Oakland University’s Loon Copter is a combination drone and submarine, capable of aerial flight, on-water surface operation, and (as its avian name implies) sub-aquatic diving—a first for unmanned aircrafts.
The drone, resembling a traditional quadcopter, is equipped to float on water—just like your standard Chinese food takeout in a bathtub.
Hanging below the craft’s airframe, however, is a cylinder that can change the drone’s buoyancy: when the cylinder is filled with air, the Loon Copter can land and float, using its blades to move. Once the air is pumped out and the cylinder fills with water, however, the drone tips to its side and sinks.
To transform from submarine back to drone, the Loon Copter simply pumps out the water ballast, causing the craft to float back up to the surface.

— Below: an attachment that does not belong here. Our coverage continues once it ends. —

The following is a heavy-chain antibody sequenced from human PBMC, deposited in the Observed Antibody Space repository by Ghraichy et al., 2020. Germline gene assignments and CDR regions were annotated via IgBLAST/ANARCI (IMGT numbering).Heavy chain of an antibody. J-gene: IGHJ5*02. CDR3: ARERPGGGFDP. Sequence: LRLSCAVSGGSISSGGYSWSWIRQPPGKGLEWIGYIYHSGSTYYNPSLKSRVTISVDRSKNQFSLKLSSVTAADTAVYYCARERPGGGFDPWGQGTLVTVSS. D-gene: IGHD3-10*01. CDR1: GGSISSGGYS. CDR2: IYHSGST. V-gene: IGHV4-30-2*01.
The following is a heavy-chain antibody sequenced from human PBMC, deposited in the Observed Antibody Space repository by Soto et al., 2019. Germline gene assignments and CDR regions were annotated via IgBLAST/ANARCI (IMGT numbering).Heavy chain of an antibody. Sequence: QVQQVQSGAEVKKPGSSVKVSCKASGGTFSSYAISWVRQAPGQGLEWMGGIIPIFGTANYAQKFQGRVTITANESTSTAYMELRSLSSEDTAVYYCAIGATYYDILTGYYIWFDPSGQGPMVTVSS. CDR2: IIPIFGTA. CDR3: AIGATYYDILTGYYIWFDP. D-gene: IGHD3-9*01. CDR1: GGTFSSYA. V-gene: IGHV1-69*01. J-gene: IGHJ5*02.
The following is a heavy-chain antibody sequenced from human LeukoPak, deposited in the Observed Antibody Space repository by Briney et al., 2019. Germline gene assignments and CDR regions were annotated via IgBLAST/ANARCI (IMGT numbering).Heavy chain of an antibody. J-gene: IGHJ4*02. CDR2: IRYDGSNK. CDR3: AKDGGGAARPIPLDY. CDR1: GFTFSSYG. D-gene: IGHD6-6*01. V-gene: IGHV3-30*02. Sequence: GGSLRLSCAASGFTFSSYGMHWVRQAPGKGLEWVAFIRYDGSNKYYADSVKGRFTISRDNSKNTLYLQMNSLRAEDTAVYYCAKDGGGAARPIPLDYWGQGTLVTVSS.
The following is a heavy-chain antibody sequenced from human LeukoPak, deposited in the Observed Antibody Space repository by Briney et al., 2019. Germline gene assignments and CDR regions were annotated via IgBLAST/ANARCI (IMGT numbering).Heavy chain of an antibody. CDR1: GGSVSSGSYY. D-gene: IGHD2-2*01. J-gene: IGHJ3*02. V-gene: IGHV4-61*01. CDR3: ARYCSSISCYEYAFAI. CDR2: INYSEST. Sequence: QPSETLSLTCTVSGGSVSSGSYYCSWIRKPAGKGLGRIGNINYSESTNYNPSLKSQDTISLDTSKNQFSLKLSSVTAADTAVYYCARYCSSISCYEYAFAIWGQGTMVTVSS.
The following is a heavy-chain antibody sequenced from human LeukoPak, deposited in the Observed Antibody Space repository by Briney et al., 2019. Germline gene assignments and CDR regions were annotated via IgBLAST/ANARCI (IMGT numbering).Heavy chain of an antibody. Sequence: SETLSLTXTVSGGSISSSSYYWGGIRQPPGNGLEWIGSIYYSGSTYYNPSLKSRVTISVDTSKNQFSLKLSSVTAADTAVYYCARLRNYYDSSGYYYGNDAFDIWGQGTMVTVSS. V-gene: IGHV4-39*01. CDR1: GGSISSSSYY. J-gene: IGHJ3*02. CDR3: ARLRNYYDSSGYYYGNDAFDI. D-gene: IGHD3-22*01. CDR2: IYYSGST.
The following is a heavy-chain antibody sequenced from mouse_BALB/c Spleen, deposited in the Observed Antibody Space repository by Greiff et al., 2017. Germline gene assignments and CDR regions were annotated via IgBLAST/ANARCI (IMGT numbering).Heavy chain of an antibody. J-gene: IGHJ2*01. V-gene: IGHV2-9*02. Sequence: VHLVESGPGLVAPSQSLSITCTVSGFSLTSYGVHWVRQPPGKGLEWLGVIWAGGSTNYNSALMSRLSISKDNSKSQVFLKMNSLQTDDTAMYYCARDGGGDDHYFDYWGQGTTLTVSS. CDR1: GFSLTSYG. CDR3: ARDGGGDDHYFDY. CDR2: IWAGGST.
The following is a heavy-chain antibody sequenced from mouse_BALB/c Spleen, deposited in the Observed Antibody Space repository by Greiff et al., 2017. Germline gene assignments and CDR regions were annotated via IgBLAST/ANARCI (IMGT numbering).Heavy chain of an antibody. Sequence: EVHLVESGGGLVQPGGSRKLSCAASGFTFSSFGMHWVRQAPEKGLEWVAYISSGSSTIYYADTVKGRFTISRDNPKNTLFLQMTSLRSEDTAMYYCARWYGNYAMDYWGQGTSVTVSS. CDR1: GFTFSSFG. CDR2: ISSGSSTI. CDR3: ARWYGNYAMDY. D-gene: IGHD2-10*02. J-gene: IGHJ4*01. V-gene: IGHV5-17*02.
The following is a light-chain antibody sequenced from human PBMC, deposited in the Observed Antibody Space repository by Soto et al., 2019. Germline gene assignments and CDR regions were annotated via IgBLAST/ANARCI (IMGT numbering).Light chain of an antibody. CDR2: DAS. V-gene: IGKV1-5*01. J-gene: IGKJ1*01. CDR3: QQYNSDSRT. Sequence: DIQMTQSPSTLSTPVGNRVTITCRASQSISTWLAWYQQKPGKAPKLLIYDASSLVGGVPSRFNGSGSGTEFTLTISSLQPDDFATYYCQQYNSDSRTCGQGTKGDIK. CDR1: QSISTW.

Significantly, the Loon Copter requires no energy to float and uses little power to change or control its underwater depth. Not having to rely on propellers is advantageous should the drone encounter any obstacles.
Right now, the Copter is a prototype (its engineers still have some kinks to work out, such as figuring out how to extend the drone’s underwater wireless range). Eventual applications for the technology, however, include environmental monitoring and underwater structure inspection.
The Loon Copter is a finalist in the 2016 Drones for Good Competition, which has received 1,017 entries from 165 countries.
Filed Under: M2M (machine to machine)